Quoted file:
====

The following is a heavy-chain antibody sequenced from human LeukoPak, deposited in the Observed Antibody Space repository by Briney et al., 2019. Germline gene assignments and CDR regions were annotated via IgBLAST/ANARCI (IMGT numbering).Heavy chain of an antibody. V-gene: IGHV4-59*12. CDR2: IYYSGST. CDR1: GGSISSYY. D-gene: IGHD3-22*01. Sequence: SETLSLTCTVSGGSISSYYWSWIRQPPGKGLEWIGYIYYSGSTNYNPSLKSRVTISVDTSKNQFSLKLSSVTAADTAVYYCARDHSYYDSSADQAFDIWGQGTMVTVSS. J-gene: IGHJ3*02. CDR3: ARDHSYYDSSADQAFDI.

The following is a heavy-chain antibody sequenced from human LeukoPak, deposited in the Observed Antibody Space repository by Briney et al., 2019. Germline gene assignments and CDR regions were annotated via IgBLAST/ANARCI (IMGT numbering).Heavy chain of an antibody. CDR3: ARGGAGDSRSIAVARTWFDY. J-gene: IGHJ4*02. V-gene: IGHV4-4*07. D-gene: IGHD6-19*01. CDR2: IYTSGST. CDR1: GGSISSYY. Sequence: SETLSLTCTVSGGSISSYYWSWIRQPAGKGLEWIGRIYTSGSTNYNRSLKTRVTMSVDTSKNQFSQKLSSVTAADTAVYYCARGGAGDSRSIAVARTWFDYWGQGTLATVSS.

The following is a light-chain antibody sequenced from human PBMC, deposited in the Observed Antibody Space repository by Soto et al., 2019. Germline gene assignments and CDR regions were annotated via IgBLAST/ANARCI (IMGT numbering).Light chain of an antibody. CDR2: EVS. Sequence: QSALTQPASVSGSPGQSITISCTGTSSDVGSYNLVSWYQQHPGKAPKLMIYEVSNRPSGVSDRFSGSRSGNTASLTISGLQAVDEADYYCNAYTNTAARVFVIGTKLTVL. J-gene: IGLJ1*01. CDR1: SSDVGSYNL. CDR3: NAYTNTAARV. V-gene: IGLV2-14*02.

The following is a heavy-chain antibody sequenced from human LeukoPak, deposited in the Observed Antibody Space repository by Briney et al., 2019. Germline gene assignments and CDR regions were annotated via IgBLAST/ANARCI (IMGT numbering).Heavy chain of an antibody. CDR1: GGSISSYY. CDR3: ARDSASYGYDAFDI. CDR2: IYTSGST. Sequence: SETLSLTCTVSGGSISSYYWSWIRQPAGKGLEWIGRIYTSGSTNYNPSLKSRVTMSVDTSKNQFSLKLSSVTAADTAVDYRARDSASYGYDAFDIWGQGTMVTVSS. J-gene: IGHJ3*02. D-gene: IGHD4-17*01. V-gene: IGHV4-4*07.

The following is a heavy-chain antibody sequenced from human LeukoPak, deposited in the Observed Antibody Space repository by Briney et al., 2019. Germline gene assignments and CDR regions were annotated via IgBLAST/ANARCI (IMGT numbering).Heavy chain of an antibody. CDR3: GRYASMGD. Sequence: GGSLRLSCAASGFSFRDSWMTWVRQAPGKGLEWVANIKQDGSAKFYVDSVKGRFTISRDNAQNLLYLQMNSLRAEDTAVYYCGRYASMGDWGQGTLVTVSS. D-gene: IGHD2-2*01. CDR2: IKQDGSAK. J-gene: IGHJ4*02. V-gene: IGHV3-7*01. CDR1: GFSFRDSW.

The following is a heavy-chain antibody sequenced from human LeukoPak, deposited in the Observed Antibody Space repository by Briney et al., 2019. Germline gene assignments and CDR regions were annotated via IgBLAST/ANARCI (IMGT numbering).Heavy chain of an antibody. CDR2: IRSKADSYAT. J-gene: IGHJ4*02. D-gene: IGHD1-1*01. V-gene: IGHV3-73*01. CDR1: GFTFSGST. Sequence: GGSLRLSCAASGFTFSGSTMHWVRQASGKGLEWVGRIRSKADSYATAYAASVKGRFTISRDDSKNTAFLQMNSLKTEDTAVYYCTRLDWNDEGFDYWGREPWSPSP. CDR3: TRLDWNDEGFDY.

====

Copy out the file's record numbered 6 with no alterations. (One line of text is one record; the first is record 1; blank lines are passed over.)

The following is a heavy-chain antibody sequenced from human LeukoPak, deposited in the Observed Antibody Space repository by Briney et al., 2019. Germline gene assignments and CDR regions were annotated via IgBLAST/ANARCI (IMGT numbering).Heavy chain of an antibody. CDR2: IRSKADSYAT. J-gene: IGHJ4*02. D-gene: IGHD1-1*01. V-gene: IGHV3-73*01. CDR1: GFTFSGST. Sequence: GGSLRLSCAASGFTFSGSTMHWVRQASGKGLEWVGRIRSKADSYATAYAASVKGRFTISRDDSKNTAFLQMNSLKTEDTAVYYCTRLDWNDEGFDYWGREPWSPSP. CDR3: TRLDWNDEGFDY.